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18th and 19th Centuries: New Form and New Challenges

A. New Form

In the 18th century philosopher <!g>William Paley reformulated the <!g>argument from design by attending to specific instances of design. He took the eye as a case in point and the "ways in which the various parts of the eye cooperate in a complex way to produce sight." To explain this adaptation of means to ends, he claimed; we need to postulate an intelligent designer. (Much as we would if we found a watch while "crossing a heath;" rather than assume it had come together by chance we would assume an intelligent designer put it together).

For the record I just want to note the title of Paley's book <!g>Natural Theology: Or, Evidences of the Existence and Attributes of the Deity, Collected from the Appearances of Nature. Those were more confident days indeed!

B. New Challenges

<!g>David Hume in Dialogues Concerning Natural Religion attacked Paley's position for privileging the model of human design of artifacts. This he claimed skews the argument. Why not use another model, for instance the model of biological generation, which does not require intentional design? One could as easily say the universe is like an organism therefore there must be a cosmic womb.

Paley's argument is an analogy, it is not a proof. Of course much of our working knowledge depends on analogies - thought constructions rather than direct access to reality - things in themselves. The question is whether a chosen analogy is a good one, bearing a useful resemblance to reality - always a contestable point.

Paley had his defenders who preferred his analogy to Hume's. They observed that in biological generation creatures reproduce themselves rather than producing new and various things. When we query why a rabbit has organs that are so well adapted to meet its needs we are not helped by the answer that this is because it springs from other rabbits that were similarly adapted. It only pushes the question further back.We are not out of the woods with this response however. Hume countered if the best answer is that there is an intelligent designer, then we still have to give an account for why the designer has a mind...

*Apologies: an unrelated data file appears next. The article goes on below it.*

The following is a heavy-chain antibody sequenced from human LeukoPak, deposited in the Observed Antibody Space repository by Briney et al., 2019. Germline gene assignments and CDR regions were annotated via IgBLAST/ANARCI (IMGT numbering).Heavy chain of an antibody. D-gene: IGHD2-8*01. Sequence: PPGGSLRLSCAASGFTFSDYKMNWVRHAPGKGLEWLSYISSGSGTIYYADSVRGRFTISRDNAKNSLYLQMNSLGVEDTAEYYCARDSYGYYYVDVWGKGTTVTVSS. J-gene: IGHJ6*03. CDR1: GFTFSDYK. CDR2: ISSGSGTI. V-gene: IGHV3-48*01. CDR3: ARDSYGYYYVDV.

<!g>Immanuel Kant in his Critique of Practical Reason also put forward objections to the argument from design. He thought that science and religion should be completely separated and natural theology was for him a contradiction in terms (Emerton 1989 p. 145). Nevertheless he said of himself, "Two things fill my mind with wonder and awe...the starry sky above and the moral law within" (Kant, Critique of Practical Reason 1788, Conclusion). Still it was the latter - the moral law within - and not the former that he took to be the clearer pointer to God and God's goodness. He constructed his own ethical argument for the existence of God. Something must account for the "moral law within". There must be a highest good, a coincidence of virtue and happiness. God must exist as the guarantee of the triumph of the good, for we do not see it in this life.

With the publication of <!g>Charles Darwin's Origin of Species in 1859 the argument from design met a truly formidable challenge to its credibility. In the theory of evolution there came to the fore a genuine alternative explanation for apparent design in organisms. One was not left with mere chance on the one hand or intelligent design on the other. Organic structures come to be what they are by development from simpler forms through purely natural processes of mutation and <!g>natural selection over an extended period of time. No intelligent designer is needed to design the eye for sight.

Contributed by: Dr. <!g>Anna Case-Winters

Cosmic Questions

Was the Universe Designed? Topic Index
The Argument from Design: What is at Stake Theologically?

18th and 19th Centuries: New Form and New Challenges

Early Greek Philosophy and the Early Church
The Middle Ages: Classic Formulation
The Scientific Revolution: Challenges and New Forms
20th Century: New Forms and New Challenges
Contemporary Forms: Intelligibility and Suitability for the Emergence of Life
Conclusion: What is at Stake Theologically?


Anna Case-Winters

A revised version of this paper was published in Zygon, March 2000, vol. 35, no. 1, pp. 69-81.

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